Doesn’t make sense? Well there are some explanations. If, as in the DRC, HIV is less visible in society, media and political agenda’s, it gets lost among many other health priorities. This is understandable. What is less understandable is the constant neglect by international actors of countries with low HIV prevalence like those in West and Central Africa.
7. Only rich, stable countries have the capacity to offer lifelong, daily treatment
This seems to make logical sense; after all, even health systems in rich countries are already under strain to provide treatment for growing number of people with chronic conditions: diabetes, obesity… So imagine the situation in a country like Malawi that needs to provide daily HIV treatment for 10% of its adult population, even though it has six times less health workers than the bare minimum recommended by WHO.
In fact, the most noteworthy progress against HIV/AIDS have been achieved in resource-poor countries. In fact, the introduction of ARVs in the 2000s was the single most important factor to increase life expectancy in Southern Africa.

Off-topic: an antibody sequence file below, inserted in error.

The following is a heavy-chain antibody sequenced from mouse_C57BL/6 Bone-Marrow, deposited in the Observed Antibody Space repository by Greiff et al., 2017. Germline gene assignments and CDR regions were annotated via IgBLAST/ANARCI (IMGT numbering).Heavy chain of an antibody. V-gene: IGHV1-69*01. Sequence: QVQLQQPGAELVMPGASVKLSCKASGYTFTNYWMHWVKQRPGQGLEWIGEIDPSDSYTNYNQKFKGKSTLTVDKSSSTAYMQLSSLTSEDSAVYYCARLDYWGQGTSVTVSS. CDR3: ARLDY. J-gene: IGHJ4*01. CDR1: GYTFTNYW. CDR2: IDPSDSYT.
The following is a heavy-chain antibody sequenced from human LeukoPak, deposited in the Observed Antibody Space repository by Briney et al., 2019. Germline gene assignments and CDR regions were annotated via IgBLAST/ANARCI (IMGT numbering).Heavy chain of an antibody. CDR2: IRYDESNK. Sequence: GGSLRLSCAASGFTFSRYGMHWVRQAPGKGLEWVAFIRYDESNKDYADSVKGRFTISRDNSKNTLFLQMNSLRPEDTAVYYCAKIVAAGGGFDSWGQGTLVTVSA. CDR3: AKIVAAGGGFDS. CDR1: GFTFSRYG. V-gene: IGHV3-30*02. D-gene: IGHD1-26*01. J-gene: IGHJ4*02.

MSF has even built experience over the years as to how to provide HIV care in conflict settings, for example in Yemen or CAR, to avoid making people double victims of both war and their HIV+ status. Continuing care is imperative even in the most challenging, unstable areas.
Just because a country has limited resources or a context is complicated or unstable doesn’t have to mean that people living with HIV cannot be provided with ARV treatment.
It is essential that none of us, anywhere, forget the most neglected victims of HIV/AIDS. For this reason, MSF is calling calls on donors, affected governments and UN agencies to develop and implement a fast-track plan to scale-up life-saving antiretroviral treatment in countries where ART coverage reaches less than one-third of the population, particularly in West and Central Africa.
The time is now.